Miranda Harcourt got her screen break playing the bitchy Gemma on iconic 80s soap Gloss. Since then the versatile Harcourt has hardly taken a break - directing, teaching, plus acting in prisons, tele-movie Clare, and feature film For Good, among many other roles.
Katie Wolfe made her small screen acting debut in the early 90s. Fresh from drama school she played the daughter of Andy Anderson's character on TV series Marlin Bay. Many acting roles later, Wolfe moved into directing, including well-travelled short film This is Her and TV movie Nights in the Gardens of Spain.
Tandi Wright spent some of her childhood in the dressing room at Avalon TV Studios - waiting for her actor parents to finish work on Close to Home. But rather than encouraging her to follow suit, Wright insists they were always 'realistic about how nearly impossible it is to make a career out of acting'. She agrees - but seems to have pulled off the impossible anyway. Wright has been acting for television since the age of six, playing lead roles in some of New Zealand’s top productions including Shortland Street, Willy Nilly, Being Eve, Serial Killers, Outrageous Fortune, This Is Not My Life and Nothing Trivial. Her film credits include Not Only But Always, Black Sheep, and Out of the Blue.
Actress and TV presenter Miriama Smith made her acting debut in cop show Shark in the Park. At 20 she graduated to Shortland Street, playing nurse Awhina Broughton. Since then, Smith has appeared in a raft of TV shows including Mercy Peak, Mataku and Serial Killers. She played lawyer Donna Hall in tele-feature Stolen, was a contestant on Dancing with the Stars, and a judge on the Prime Television version of New Zealand’s Got Talent.
Pana Hema-Taylor plays one of the petty criminals in hit TV show Westside. His other roles include based on a true story TV movie Resolve, The Brokenwood Mysteries, hit movie Boy, and road drama The Most Fun You Can Have Dying.
Actor/director Danny Mulheron has acted alongside drug-addicted frogs, haunted automobiles, and “force of nature” David Fane. After appearing in early Kiwi soap Close to Home, Mulheron went on to act on television, stage and film - including in the cult Peter Jackson puppet movie Meet the Feebles. In the late 80s he found himself working on both sides of the camera on a run of television sketch shows. Mulheron’s lengthy directorial CV now includes drama, comedy, and documentary.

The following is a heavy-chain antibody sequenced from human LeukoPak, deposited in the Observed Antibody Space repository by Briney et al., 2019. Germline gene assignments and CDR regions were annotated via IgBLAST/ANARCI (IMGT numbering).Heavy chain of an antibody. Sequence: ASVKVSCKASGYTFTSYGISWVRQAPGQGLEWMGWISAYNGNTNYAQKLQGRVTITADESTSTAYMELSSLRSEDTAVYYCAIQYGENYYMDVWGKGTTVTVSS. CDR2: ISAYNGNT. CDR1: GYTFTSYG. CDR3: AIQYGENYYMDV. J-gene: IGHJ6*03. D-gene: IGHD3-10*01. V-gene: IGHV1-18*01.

Cushla Dillon was a newbie editor when she worked on the TV series and film Topless Women Talk about Their Lives. Dillon won an NZ Film editing award for her work on the movie, then went on to cut an impressive list of documentaries, shorts and feature films. Notable documentaries she has worked on include The Price of Peace and The Confessions of Prisoner T. Dillon’s feature credits include Orphans & Kingdoms, The Price of Milk and Snakeskin (which she edited with Marcus D'Arcy).
Irene Wood has played Katherine Mansfield, a nymphomaniac pensioner, and a gin-toting grandma to a Go Girl. Her screen career first got busy in the early days of NZ TV, as an actor, TV presenter, and musical performer. Years later she would snare what is probably her best-known role: as a hard-drinking grandma over five seasons of hit show Go Girls. Wood has also appeared on Shortland Street and in movies Rest for the Wicked and The Shirt.
Jennifer Ward-Lealand is often referred to as acting royalty in New Zealand. Ten years after her first interview with NZ On Screen, Ward-Lealand sits down again to bring us up to date on what she’s been up to over the past decade.
Actor turned producer/director Julian Arahanga made his screen debut at age 11, starring alongside Annie Whittle in short film The Makutu on Mrs Jones. He shot to fame playing novice gang member Nig Heke in landmark movie Once Were Warriors, then went on to act in a number of films including Broken English. Since setting up his own production company Awa Films, Arahanga has directed and produced TV series Songs from the Inside and acclaimed documentary Turangaarere: The John Pohe Story.